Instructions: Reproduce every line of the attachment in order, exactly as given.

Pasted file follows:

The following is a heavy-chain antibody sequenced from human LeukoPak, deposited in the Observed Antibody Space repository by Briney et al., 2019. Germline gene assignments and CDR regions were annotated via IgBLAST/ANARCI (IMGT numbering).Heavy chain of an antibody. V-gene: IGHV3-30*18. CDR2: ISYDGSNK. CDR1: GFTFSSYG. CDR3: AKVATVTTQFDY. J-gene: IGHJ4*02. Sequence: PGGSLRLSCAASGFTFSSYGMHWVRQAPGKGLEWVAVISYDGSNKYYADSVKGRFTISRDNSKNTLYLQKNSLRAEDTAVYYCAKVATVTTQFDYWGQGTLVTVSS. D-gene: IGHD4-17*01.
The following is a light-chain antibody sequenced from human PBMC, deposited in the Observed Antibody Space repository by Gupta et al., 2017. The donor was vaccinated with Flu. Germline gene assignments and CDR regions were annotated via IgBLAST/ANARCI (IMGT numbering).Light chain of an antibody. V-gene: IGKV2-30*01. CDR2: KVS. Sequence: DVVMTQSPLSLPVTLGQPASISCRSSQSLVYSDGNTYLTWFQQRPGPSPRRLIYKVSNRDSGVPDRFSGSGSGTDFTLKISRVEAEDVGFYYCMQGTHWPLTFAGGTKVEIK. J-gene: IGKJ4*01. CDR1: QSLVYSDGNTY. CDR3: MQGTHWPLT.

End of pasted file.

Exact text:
The following is a heavy-chain antibody sequenced from human LeukoPak, deposited in the Observed Antibody Space repository by Briney et al., 2019. Germline gene assignments and CDR regions were annotated via IgBLAST/ANARCI (IMGT numbering).Heavy chain of an antibody. V-gene: IGHV3-30*18. CDR2: ISYDGSNK. CDR1: GFTFSSYG. CDR3: AKVATVTTQFDY. J-gene: IGHJ4*02. Sequence: PGGSLRLSCAASGFTFSSYGMHWVRQAPGKGLEWVAVISYDGSNKYYADSVKGRFTISRDNSKNTLYLQKNSLRAEDTAVYYCAKVATVTTQFDYWGQGTLVTVSS. D-gene: IGHD4-17*01.
The following is a light-chain antibody sequenced from human PBMC, deposited in the Observed Antibody Space repository by Gupta et al., 2017. The donor was vaccinated with Flu. Germline gene assignments and CDR regions were annotated via IgBLAST/ANARCI (IMGT numbering).Light chain of an antibody. V-gene: IGKV2-30*01. CDR2: KVS. Sequence: DVVMTQSPLSLPVTLGQPASISCRSSQSLVYSDGNTYLTWFQQRPGPSPRRLIYKVSNRDSGVPDRFSGSGSGTDFTLKISRVEAEDVGFYYCMQGTHWPLTFAGGTKVEIK. J-gene: IGKJ4*01. CDR1: QSLVYSDGNTY. CDR3: MQGTHWPLT.